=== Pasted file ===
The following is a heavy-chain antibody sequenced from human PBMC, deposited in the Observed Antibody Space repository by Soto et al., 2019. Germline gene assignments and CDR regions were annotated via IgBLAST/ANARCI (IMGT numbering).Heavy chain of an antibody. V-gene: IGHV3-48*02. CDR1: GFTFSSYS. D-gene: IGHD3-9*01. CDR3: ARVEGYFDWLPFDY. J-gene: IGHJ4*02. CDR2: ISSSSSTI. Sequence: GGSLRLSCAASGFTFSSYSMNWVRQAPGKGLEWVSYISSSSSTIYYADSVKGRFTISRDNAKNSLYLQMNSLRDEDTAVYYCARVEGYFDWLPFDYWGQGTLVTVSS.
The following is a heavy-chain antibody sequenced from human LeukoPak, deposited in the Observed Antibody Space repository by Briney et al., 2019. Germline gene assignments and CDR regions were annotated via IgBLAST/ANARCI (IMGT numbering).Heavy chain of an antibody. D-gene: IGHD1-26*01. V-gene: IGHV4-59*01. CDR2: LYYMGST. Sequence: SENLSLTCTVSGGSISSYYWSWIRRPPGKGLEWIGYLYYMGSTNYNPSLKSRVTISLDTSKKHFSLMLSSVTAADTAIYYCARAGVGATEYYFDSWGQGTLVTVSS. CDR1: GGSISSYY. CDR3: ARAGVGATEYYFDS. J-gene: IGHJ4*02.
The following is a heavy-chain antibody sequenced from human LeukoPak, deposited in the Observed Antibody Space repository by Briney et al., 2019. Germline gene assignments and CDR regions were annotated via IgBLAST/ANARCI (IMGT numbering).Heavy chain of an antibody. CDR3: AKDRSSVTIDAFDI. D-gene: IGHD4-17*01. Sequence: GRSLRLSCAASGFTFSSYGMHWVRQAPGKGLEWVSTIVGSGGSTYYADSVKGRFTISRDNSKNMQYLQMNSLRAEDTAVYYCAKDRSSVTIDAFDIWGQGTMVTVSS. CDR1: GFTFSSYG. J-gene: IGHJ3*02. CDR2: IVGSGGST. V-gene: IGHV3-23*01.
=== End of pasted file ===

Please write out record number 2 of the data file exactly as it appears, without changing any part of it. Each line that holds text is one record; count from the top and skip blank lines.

The following is a heavy-chain antibody sequenced from human LeukoPak, deposited in the Observed Antibody Space repository by Briney et al., 2019. Germline gene assignments and CDR regions were annotated via IgBLAST/ANARCI (IMGT numbering).Heavy chain of an antibody. D-gene: IGHD1-26*01. V-gene: IGHV4-59*01. CDR2: LYYMGST. Sequence: SENLSLTCTVSGGSISSYYWSWIRRPPGKGLEWIGYLYYMGSTNYNPSLKSRVTISLDTSKKHFSLMLSSVTAADTAIYYCARAGVGATEYYFDSWGQGTLVTVSS. CDR1: GGSISSYY. CDR3: ARAGVGATEYYFDS. J-gene: IGHJ4*02.